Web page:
greenwood not landmarked? — Brooklynian

Comments

  • That article was written after the LPC decided to de-calendar a bunch of properties that were being considered for landmarking.

    The LPC has since re-calendared them.

    The cemetery has other protections from development already in place (among them a board of directors, covenants, and zoning).

    ...but the LPC waffling did serve as good click bait by Brooklyn Magazine.
  • If you're talking about Green-wood Cemetery -- and I'm not altogether sure that you are -- I have it on good authority as recently as today that the Cemetery has been so marked and protected.

    Russell

  • Besides, who's going to do anything to change a cemetery.
  • A few forlorn graves relocated and you can have an acre of realstate with views to build a tower.
  • edited December 2014
    Given the age to the earth, there is likely a body of some kind rotting underneath where we stand at any given moment.

    How long should we dedicate a space to the average dead human?

    200 hundred years?
  • Are grave yards dedicated or does the importance of the personage or symbolism of group buried determine the value?  I assumed graveyards were for profit and social stability.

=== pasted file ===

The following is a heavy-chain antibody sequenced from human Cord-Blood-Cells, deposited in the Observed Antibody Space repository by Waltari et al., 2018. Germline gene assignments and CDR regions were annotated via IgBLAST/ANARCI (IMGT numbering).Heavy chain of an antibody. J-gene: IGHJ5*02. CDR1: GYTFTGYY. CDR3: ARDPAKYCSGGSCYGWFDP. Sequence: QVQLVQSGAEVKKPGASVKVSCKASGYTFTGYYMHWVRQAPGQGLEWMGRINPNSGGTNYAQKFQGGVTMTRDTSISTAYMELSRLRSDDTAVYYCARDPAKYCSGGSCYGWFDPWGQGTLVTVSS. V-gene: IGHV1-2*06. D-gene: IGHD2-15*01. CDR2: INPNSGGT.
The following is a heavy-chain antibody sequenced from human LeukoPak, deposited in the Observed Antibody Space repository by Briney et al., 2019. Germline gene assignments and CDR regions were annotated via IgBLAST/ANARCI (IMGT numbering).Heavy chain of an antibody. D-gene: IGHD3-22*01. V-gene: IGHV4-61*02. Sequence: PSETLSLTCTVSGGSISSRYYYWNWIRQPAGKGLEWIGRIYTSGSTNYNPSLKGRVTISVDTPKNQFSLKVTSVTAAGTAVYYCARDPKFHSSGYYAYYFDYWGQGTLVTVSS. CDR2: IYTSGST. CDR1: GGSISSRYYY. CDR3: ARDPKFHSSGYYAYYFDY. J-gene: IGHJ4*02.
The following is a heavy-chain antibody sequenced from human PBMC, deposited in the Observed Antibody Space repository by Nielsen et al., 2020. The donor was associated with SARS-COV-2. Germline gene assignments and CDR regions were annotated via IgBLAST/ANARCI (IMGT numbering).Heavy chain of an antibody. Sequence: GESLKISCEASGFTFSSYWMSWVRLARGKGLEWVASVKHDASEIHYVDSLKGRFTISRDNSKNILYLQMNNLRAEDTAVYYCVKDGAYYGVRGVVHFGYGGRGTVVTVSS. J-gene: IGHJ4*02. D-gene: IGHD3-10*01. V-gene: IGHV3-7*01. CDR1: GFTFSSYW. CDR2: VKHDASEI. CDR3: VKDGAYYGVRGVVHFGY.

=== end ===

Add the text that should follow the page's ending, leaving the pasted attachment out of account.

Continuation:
• edited December 2014
    The city refers to them as "Open Space as Recreation"

    http://www.nyc.gov/html/dcp/html/landusefacts/landusefactshome.shtml

    So, even if the deceased lived as paupers, it would be difficult to tear out the tombstones and go directly to building condos on them.

    Once enough time passes, someone might be able to create a park or a public golf course there.

    ...then, build condos or office towers.
  • Because if the grave is old enough and it's dug up it's called "archeology." If it's not that old it's called "grave robbing" and it's a felony. Go figure.
  • http://www.brooklynian.com/discussion/44067/slave-graveyard-on-dean-street#Item_4

    What would this be called? I forgot I started this thread long ago. It is curiously related.
  • I would call that "ensuring that the US remembers the ugly parts of its past, not just Betsy Ross and the Liberty Bell".
  • Given the age to the earth, there is likely a body of some kind rotting underneath where we stand at any given moment.

    How long should we dedicate a space to the average dead human?

    200 hundred years?


    For   many years I subscribed to Yankee  magazine and recall numerous photos of children playing over the graves of their forefathers.  In saying this I  mean no disrespect to anyone. But it just occurred to me that photos like that have been posted in that magazine several times over the years.
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